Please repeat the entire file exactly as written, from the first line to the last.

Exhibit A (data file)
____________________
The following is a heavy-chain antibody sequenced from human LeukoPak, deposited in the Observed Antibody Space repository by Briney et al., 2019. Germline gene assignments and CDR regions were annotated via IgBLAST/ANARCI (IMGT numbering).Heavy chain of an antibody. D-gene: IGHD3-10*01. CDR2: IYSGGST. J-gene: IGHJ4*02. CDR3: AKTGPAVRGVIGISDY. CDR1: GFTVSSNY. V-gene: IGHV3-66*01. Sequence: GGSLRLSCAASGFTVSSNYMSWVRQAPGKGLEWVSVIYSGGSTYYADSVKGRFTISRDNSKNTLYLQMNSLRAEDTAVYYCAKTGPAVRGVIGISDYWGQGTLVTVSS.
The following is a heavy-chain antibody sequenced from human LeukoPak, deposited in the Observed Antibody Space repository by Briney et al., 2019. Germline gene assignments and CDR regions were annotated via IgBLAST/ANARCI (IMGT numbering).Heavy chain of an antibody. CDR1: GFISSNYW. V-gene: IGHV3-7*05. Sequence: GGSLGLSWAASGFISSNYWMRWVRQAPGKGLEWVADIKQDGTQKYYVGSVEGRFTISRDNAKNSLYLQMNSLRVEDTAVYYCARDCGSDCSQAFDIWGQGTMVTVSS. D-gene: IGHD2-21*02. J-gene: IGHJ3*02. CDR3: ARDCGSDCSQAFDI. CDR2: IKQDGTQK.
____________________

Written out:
The following is a heavy-chain antibody sequenced from human LeukoPak, deposited in the Observed Antibody Space repository by Briney et al., 2019. Germline gene assignments and CDR regions were annotated via IgBLAST/ANARCI (IMGT numbering).Heavy chain of an antibody. D-gene: IGHD3-10*01. CDR2: IYSGGST. J-gene: IGHJ4*02. CDR3: AKTGPAVRGVIGISDY. CDR1: GFTVSSNY. V-gene: IGHV3-66*01. Sequence: GGSLRLSCAASGFTVSSNYMSWVRQAPGKGLEWVSVIYSGGSTYYADSVKGRFTISRDNSKNTLYLQMNSLRAEDTAVYYCAKTGPAVRGVIGISDYWGQGTLVTVSS.
The following is a heavy-chain antibody sequenced from human LeukoPak, deposited in the Observed Antibody Space repository by Briney et al., 2019. Germline gene assignments and CDR regions were annotated via IgBLAST/ANARCI (IMGT numbering).Heavy chain of an antibody. CDR1: GFISSNYW. V-gene: IGHV3-7*05. Sequence: GGSLGLSWAASGFISSNYWMRWVRQAPGKGLEWVADIKQDGTQKYYVGSVEGRFTISRDNAKNSLYLQMNSLRVEDTAVYYCARDCGSDCSQAFDIWGQGTMVTVSS. D-gene: IGHD2-21*02. J-gene: IGHJ3*02. CDR3: ARDCGSDCSQAFDI. CDR2: IKQDGTQK.